The team’s work was supported by the Prostate Cancer Foundation of Australia, Movember, National Breast Cancer Foundation, Cancer Institute NSW, Ramaciotti Foundation, Rebecca L. Cooper Medical Research Foundation, Tour de Cure, Cancer Australia, Cure the Future, anonymous foundation, National Health & Medical Research Council; and the Australian-Canadian Prostate Cancer Research Alliance.
- For further information contact Tim Thwaites on +61 3 9398 1416 or +61 427 258-455.
- For interviews contact: Jeff Holst +61 401 081 974 or +61 2 9565 6172.
About Prostate cancer
Prostate cancer is the most common cancer in Australian men and is the second most common cause of cancer deaths in men (after lung cancer). Generally at the early and potentially curable stage, prostate cancer does not have obvious symptoms. This makes it different from other benign prostate disorders, which may result in urinary symptoms. Men aged 50 and over should talk to their doctor about prostate cancer and if they decide to be tested, to do so annually. If there is a family history of prostate cancer; men should talk to their doctor from the age of 40.
Source: Prostate Cancer Foundation of Australia
For more on prostate cancer diagnosis, treatment and support: www.prostate.org.au
Targeting Amino Acid Transport in Metastatic Castration-Resistant Prostate Cancer: Effects on Cell Cycle, Cell Growth, and Tumor Development
Qian Wang, Jessamy Tiffen, Charles G. Bailey, Melanie L. Lehman, William Ritchie, Ladan Fazli, Cynthia Metierre, Yue (Julie) Feng, Estelle Li, Martin Gleave, Grant Buchanan, Colleen C. Nelson, John E. J. Rasko and Jeff Holst
Affiliations of authors: Origins of Cancer Laboratory (QW, JT, JH) and Gene & Stem Cell Therapy Program (QW, JT, CGB, WR, CM, YF, JEJR, JH), Centenary Institute, Camperdown, Australia; Sydney Medical School, University of Sydney, Sydney, Australia (QW, JT, CGB, WR, CM, YF, JEJR, JH); Vancouver Prostate Centre, Department of Urologic Sciences, University of British Columbia, Vancouver, BC, Canada (MLL, LF, EL, MG, CCN); Cancer Biology Group, Basil Hetzel Institute for Translational Health Research, University of Adelaide, Adelaide, Australia (GB); Australian Prostate Cancer Research Centre-Queensland, Queensland University of Technology, Brisbane, Australia (CCN, MLL); Cell and Molecular Therapies, Royal Prince Alfred Hospital, Camperdown, Australia (JEJR).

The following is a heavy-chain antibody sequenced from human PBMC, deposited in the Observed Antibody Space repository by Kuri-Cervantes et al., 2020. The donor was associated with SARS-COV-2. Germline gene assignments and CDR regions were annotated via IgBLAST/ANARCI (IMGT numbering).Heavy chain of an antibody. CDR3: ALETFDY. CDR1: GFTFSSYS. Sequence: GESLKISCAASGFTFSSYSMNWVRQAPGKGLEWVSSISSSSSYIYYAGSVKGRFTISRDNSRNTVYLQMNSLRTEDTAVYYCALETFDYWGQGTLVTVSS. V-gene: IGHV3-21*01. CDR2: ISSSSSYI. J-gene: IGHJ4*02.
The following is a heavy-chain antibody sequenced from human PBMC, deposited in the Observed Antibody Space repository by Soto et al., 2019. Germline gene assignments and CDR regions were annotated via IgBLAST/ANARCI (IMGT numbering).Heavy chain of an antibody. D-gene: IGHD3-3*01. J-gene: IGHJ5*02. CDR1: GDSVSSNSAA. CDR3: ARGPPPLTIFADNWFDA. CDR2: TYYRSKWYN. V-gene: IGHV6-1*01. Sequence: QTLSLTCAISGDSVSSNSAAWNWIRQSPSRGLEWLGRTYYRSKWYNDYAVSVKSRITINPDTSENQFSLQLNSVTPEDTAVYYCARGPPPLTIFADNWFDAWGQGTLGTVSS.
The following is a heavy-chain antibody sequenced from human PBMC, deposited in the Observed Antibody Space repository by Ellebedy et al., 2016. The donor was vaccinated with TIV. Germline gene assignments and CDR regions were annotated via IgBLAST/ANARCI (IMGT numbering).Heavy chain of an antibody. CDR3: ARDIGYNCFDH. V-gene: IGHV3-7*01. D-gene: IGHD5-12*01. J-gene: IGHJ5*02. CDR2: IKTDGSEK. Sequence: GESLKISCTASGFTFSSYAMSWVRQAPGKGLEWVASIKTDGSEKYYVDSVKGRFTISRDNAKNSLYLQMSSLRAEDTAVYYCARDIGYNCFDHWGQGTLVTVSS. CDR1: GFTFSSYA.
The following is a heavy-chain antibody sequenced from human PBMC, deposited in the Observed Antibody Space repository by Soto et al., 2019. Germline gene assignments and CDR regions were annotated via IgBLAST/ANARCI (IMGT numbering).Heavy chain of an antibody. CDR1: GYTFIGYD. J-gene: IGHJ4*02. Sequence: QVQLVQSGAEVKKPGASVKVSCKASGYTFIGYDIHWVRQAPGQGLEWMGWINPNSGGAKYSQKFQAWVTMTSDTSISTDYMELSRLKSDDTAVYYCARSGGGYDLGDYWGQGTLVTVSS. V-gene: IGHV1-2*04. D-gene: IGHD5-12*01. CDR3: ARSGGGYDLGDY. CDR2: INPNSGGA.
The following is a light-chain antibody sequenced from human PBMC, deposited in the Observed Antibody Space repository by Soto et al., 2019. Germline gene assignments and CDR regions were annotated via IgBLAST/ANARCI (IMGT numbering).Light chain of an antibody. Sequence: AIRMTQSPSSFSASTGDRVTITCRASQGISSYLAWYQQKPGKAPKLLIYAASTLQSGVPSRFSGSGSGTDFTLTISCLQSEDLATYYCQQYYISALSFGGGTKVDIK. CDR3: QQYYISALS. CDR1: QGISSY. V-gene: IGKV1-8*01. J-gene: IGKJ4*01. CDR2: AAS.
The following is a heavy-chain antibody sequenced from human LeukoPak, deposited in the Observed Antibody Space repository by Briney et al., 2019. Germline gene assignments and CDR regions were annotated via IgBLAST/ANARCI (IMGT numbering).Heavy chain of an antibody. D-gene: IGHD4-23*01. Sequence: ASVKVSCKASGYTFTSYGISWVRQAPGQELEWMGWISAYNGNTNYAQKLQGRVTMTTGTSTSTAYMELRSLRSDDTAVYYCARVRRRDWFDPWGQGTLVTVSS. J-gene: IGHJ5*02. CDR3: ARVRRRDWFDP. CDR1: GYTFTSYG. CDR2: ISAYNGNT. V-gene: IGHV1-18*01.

Correspondence to: Jeff Holst, PhD, Origins of Cancer Laboratory, Locked Bag 6, Newtown, NSW 2042 Australia. (e-mail: email@example.com).
Abstract and paper at:
About Jeff Holst
Dr Jeff Holst heads the Origins of Cancer laboratory at Centenary Institute and is associate faculty there. Jeff’s lab is focused on increasing our understanding of the metabolic requirements of tumours, which may lead to new treatments.
About the Centenary Institute
Centenary Institute’s dedicated scientists conduct fundamental research to understand the work of the body’s genes, cells and proteins. Centenary’s affiliation with the RPA Hospital and the University of Sydney means they can translate directly the discoveries in the lab to prevent diseases that affect so many of us.